Georg Orwells "Sqealer" resurrected from "Animal Farm"?
Ivan Rodionov enjoys in the Ruptly offices in Berlin's Postdamer Platz. During recent appearances on two popular German talk shows, Rodionov disputed allegations that Russian soldiers had infiltrated Crimea prior to the controversial referendum and its annexation by Russia, though Putin later confirmed it.
He claims it it the gibberish of the "radical right-wing views" of the Kiev government. The threat comes not from the east, he claims, but from the western politicians.
"Western politicians," he says, "are either helping directly or are at least looking on."
It may not be instantly clear that Ruptly is actually echoing Putin on TV. Naturally generous space is alotted to his master in Moscow: Putin speeches are numerous, and long to boot. But it is mixed with more neutral and even opposing material, giving it at least the air if a real news service.
When it comes to eastern Ukraina however, the pipes get a different tune altogether. The so called pro-Russian supporters of the "People's Republic of Donetsk," generally gets the Putin voice-over, with no inkling of journalistic work visible at all.
To most informed people it is clear that Putins revamped "Sovietsky" solution, those that support Mowcos are nearly all to be found among the neo-nazis of a diverse Europe.
One look at the 9th May parates on Red Square past the remarkably silent corpse of Lenin shows a copycat attitude to Hitlers parades preceeding the 1936 Nazi Olympic Games. Goose-stepping included.
That is why you will also find ample air-time devoted to
Britain's extreme right Nick Griffin or German far-right extremist Olaf Rose, an ideologist with the neo-Nazi National Democratic Party (NPD).
The effort to sow hatred towards the European Union and its Ukraine policies are laughably transparent.
Rodionov defends President Vladimir Putin so vehemently that one might wonder just how close the relationship actually IS.
But Rodionov views himself as a journalist, though none of his efforts merit him a place among real journalists, like the ones systematically killed in Russia for decades.
Click here for the list of jounalists killed in the search of transparency and truth the last 20-odd yeas. It is not even a complete list and only covers non-war scenarios. This list is unlike any other in the world to our knowledge.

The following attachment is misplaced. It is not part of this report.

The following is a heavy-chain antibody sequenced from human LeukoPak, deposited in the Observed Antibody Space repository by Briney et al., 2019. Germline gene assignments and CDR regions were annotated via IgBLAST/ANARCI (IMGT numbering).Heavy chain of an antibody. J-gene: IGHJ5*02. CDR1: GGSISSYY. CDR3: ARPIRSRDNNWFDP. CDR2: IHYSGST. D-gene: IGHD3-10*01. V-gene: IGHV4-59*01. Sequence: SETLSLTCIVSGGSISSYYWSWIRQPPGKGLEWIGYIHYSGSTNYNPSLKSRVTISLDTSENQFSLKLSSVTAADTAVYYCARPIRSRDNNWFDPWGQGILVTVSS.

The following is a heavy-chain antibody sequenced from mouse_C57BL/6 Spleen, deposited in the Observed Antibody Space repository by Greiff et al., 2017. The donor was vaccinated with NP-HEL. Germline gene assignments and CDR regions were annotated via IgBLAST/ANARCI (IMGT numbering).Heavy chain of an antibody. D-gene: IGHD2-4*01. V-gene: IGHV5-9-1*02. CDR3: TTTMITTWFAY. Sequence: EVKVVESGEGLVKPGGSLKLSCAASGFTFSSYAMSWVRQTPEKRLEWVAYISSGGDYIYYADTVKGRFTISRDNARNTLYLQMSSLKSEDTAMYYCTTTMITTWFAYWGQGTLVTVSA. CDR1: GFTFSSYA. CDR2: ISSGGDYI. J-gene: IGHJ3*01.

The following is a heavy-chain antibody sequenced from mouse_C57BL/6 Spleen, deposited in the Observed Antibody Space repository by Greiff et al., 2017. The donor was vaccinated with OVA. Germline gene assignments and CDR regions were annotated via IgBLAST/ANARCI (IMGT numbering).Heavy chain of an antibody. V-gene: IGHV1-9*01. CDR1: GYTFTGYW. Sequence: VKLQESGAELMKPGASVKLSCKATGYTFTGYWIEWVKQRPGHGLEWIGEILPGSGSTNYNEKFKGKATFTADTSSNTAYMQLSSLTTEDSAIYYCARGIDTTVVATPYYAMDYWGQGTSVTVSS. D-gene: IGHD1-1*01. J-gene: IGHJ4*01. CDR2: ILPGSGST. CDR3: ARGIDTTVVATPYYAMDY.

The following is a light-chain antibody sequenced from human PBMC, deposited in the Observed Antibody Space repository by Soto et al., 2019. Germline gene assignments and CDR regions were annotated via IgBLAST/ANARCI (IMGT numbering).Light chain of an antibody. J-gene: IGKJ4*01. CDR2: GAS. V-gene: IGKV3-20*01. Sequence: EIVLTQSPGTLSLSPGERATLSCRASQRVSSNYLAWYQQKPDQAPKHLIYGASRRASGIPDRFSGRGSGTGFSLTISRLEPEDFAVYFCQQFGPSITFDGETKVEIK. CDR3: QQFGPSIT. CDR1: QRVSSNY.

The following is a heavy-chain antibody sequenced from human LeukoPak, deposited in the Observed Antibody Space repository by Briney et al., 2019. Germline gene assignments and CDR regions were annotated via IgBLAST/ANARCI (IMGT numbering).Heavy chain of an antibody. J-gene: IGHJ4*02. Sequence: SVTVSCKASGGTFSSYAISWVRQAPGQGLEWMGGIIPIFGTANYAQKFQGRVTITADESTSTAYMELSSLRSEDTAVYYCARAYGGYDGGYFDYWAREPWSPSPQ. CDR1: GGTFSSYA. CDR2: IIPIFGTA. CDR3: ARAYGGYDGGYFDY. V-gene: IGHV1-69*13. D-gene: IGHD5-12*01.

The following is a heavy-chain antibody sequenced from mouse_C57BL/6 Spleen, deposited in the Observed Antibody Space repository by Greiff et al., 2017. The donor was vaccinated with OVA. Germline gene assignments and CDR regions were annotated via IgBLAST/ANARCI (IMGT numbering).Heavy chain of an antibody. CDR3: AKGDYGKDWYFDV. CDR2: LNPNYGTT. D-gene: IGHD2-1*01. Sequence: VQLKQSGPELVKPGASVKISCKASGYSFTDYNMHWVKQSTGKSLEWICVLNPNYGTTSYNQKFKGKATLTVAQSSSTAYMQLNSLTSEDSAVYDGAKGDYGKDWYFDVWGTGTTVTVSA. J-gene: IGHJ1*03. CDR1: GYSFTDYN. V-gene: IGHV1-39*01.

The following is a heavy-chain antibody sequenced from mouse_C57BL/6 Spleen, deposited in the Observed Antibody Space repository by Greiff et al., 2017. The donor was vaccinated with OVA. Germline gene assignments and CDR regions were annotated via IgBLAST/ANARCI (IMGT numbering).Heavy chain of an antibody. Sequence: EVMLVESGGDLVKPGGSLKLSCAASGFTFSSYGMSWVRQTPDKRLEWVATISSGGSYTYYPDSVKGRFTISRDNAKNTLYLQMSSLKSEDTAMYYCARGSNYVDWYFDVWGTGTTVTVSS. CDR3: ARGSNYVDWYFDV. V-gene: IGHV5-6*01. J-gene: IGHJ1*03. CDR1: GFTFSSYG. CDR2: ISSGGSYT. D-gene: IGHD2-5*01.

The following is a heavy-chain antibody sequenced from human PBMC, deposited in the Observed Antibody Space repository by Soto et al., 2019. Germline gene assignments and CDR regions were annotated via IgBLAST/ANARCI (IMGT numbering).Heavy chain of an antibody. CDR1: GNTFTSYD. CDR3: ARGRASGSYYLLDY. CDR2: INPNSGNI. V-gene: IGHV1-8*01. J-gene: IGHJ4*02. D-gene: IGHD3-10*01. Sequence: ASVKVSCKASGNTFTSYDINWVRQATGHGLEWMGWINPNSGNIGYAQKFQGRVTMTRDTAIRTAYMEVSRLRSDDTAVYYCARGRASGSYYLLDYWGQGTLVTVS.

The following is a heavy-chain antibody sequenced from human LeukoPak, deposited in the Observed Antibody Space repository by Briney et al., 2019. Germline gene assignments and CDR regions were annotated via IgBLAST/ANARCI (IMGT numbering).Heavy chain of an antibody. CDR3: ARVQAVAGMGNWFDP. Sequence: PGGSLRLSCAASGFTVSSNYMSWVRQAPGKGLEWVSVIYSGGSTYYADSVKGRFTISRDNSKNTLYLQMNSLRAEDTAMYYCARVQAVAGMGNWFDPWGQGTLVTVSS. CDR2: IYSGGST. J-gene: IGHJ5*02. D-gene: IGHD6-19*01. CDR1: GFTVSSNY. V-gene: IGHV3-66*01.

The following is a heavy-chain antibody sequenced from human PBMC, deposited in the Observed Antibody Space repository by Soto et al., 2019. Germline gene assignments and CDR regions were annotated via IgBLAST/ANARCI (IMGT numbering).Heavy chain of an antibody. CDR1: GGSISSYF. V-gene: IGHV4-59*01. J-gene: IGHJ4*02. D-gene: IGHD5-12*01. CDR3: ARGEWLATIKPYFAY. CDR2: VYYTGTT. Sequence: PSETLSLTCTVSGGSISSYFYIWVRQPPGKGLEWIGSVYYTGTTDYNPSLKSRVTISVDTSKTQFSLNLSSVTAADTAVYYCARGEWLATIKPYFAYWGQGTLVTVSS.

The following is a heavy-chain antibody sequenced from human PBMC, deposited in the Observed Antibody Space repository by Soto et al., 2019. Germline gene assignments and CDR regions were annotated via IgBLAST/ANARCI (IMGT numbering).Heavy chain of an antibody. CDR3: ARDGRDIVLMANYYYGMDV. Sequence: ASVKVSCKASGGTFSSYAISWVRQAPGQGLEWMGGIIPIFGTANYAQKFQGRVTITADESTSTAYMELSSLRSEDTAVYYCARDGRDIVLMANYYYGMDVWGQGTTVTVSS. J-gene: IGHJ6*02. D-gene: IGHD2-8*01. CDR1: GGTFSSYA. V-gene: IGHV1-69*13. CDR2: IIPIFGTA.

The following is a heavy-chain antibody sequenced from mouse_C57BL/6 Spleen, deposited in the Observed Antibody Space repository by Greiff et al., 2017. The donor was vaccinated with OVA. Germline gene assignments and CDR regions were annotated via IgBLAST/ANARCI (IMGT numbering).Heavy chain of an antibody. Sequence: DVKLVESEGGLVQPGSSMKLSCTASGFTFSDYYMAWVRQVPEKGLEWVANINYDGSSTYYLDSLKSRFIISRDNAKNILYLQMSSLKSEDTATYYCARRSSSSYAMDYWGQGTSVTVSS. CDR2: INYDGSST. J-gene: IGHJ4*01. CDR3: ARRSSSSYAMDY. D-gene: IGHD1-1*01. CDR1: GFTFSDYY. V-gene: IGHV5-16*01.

The 49-year-old's video news agency Ruptly was founded just one year ago and financed by the Russian government. The timing might look like a mere coincidense but very little happens by chance in Putins Russia.
Situated vis-à-vis the Reichstag itself, it is a posh location indeed and the Kremlin doesn't seem to mind spending quite a bit of money to spread its words into an uncritical public from these three floors in a modern high-rise tower of glass. Around 110 people from Spain, Britain, Russia and even from Poland work day and night producing videos that are then syndicated to the international media at cut-throat prices.
The most important instruments being deployed by Moscow are the Internet, newspapers and television, including alleged journalists and pundits dispatched around the world to propagate the Kremlin position.
"We're in the middle of a relentless propaganda war," says Andrew Weiss, vice president of studies at the Carnegie Endowment for International Peace, an influential Washington think tank.
Kremlin expresses satisfaction when talking about Moscow's information policies.
"We may have won the war in Georgia in 2008, but we lost the propaganda battle against America and the West by a mile," says one. "Thanks to RT and the Internet, though, we are now closing the gap."
Whereas Ruptly establishes itself as an alternative to Reuters and the Associated Press providing video footage and the owners RT has already successfully established itself in the nine years since its creation, surpassing even CNN when it comes to clips viewed on YouTube only beaten by the BBC in terms of viewings on YouTube with close to 1.2 billion views. In Britain, RT has more viewers than the Europe-wide news station Euronews and in some major US cities (!) the channel is the most-viewed of all foreign broadcasters. RT's 2,500 employees report and broadcast in Russian, English, Spanish and Arabic with German to be added soon.